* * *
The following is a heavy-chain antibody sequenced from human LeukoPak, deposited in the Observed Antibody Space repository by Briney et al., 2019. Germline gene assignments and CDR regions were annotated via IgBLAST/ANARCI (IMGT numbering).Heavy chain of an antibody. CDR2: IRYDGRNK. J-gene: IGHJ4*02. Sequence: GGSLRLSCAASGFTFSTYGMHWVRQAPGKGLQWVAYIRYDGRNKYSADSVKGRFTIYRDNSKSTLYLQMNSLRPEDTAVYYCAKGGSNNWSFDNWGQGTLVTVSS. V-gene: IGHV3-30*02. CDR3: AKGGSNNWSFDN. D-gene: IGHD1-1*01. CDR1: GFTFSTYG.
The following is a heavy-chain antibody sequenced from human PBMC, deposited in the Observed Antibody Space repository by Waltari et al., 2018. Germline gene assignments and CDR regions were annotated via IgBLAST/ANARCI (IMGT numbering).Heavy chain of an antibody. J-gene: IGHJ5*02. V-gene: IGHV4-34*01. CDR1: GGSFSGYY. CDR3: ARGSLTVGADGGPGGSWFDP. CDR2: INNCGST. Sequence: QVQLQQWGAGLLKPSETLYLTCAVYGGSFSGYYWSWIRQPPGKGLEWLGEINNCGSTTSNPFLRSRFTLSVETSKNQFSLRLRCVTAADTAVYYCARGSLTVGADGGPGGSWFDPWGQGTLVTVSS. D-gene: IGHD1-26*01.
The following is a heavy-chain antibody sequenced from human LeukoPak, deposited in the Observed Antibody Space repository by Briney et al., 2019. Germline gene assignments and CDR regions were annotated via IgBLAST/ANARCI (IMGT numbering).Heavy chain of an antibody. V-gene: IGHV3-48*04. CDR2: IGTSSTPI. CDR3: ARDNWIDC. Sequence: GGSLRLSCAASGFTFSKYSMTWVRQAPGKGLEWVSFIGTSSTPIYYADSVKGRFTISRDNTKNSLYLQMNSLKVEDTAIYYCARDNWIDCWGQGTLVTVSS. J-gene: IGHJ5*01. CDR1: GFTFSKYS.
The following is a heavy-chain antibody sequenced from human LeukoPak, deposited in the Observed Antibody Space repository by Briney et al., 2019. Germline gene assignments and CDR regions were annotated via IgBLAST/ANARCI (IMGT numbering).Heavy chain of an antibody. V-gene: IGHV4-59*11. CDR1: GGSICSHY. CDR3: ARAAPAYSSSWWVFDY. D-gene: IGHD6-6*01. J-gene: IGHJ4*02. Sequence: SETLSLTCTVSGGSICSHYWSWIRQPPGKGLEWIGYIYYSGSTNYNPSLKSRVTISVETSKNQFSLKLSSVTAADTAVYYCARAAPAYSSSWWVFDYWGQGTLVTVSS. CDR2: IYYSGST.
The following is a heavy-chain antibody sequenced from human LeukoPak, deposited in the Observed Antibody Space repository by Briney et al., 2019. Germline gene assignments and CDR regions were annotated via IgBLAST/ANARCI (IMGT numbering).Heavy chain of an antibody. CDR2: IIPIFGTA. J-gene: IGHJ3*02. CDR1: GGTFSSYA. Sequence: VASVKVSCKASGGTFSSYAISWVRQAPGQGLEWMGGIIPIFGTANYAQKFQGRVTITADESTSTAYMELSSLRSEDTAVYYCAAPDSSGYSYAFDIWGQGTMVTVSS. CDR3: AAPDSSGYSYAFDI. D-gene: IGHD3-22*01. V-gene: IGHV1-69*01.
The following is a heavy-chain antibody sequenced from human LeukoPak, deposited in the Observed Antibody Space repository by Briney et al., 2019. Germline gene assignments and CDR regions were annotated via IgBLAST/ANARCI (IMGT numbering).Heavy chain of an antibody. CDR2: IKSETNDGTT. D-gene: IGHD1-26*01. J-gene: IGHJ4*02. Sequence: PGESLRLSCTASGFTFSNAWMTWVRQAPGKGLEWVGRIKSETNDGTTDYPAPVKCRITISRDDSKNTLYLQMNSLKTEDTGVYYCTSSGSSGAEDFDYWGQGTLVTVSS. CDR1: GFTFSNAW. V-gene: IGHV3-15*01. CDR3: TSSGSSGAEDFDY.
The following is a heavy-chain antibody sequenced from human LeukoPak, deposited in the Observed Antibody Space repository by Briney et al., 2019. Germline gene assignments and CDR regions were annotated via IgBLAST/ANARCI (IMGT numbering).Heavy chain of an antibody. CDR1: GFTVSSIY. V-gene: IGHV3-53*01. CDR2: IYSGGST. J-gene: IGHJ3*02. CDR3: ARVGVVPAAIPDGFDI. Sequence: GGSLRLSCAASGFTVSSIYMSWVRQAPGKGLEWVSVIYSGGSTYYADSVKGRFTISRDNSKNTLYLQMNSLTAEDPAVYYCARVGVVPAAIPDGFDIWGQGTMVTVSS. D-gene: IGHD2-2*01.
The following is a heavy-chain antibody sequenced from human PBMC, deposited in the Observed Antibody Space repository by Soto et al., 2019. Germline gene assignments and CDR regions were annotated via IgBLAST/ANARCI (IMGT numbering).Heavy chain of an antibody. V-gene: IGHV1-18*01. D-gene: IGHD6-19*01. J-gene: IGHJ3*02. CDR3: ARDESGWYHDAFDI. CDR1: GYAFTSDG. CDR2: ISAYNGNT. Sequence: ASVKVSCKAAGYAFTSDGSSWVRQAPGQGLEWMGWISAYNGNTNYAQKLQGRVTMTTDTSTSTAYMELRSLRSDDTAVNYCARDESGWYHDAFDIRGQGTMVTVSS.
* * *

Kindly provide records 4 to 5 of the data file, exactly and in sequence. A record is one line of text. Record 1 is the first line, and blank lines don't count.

The following is a heavy-chain antibody sequenced from human LeukoPak, deposited in the Observed Antibody Space repository by Briney et al., 2019. Germline gene assignments and CDR regions were annotated via IgBLAST/ANARCI (IMGT numbering).Heavy chain of an antibody. V-gene: IGHV4-59*11. CDR1: GGSICSHY. CDR3: ARAAPAYSSSWWVFDY. D-gene: IGHD6-6*01. J-gene: IGHJ4*02. Sequence: SETLSLTCTVSGGSICSHYWSWIRQPPGKGLEWIGYIYYSGSTNYNPSLKSRVTISVETSKNQFSLKLSSVTAADTAVYYCARAAPAYSSSWWVFDYWGQGTLVTVSS. CDR2: IYYSGST.
The following is a heavy-chain antibody sequenced from human LeukoPak, deposited in the Observed Antibody Space repository by Briney et al., 2019. Germline gene assignments and CDR regions were annotated via IgBLAST/ANARCI (IMGT numbering).Heavy chain of an antibody. CDR2: IIPIFGTA. J-gene: IGHJ3*02. CDR1: GGTFSSYA. Sequence: VASVKVSCKASGGTFSSYAISWVRQAPGQGLEWMGGIIPIFGTANYAQKFQGRVTITADESTSTAYMELSSLRSEDTAVYYCAAPDSSGYSYAFDIWGQGTMVTVSS. CDR3: AAPDSSGYSYAFDI. D-gene: IGHD3-22*01. V-gene: IGHV1-69*01.